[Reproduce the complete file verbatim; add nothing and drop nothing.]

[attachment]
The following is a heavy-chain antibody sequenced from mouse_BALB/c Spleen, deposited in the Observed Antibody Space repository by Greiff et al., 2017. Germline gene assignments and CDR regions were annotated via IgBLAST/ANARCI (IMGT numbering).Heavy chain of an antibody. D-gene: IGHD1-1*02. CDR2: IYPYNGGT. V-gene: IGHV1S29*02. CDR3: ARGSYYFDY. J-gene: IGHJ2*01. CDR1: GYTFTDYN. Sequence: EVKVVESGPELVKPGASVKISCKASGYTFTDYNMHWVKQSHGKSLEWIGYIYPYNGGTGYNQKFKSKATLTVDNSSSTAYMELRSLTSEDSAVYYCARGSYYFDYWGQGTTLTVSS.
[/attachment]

The following is a heavy-chain antibody sequenced from mouse_BALB/c Spleen, deposited in the Observed Antibody Space repository by Greiff et al., 2017. Germline gene assignments and CDR regions were annotated via IgBLAST/ANARCI (IMGT numbering).Heavy chain of an antibody. D-gene: IGHD1-1*02. CDR2: IYPYNGGT. V-gene: IGHV1S29*02. CDR3: ARGSYYFDY. J-gene: IGHJ2*01. CDR1: GYTFTDYN. Sequence: EVKVVESGPELVKPGASVKISCKASGYTFTDYNMHWVKQSHGKSLEWIGYIYPYNGGTGYNQKFKSKATLTVDNSSSTAYMELRSLTSEDSAVYYCARGSYYFDYWGQGTTLTVSS.